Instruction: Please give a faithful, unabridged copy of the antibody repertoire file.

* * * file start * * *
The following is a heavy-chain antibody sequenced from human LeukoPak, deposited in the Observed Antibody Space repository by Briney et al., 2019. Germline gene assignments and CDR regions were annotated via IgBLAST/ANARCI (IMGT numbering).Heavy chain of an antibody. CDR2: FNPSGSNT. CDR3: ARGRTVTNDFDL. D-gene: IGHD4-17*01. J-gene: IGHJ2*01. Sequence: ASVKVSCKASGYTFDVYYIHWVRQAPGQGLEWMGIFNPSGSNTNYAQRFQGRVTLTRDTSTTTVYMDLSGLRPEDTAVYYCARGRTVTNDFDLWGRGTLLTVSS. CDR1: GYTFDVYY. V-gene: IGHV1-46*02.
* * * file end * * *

The following is a heavy-chain antibody sequenced from human LeukoPak, deposited in the Observed Antibody Space repository by Briney et al., 2019. Germline gene assignments and CDR regions were annotated via IgBLAST/ANARCI (IMGT numbering).Heavy chain of an antibody. CDR2: FNPSGSNT. CDR3: ARGRTVTNDFDL. D-gene: IGHD4-17*01. J-gene: IGHJ2*01. Sequence: ASVKVSCKASGYTFDVYYIHWVRQAPGQGLEWMGIFNPSGSNTNYAQRFQGRVTLTRDTSTTTVYMDLSGLRPEDTAVYYCARGRTVTNDFDLWGRGTLLTVSS. CDR1: GYTFDVYY. V-gene: IGHV1-46*02.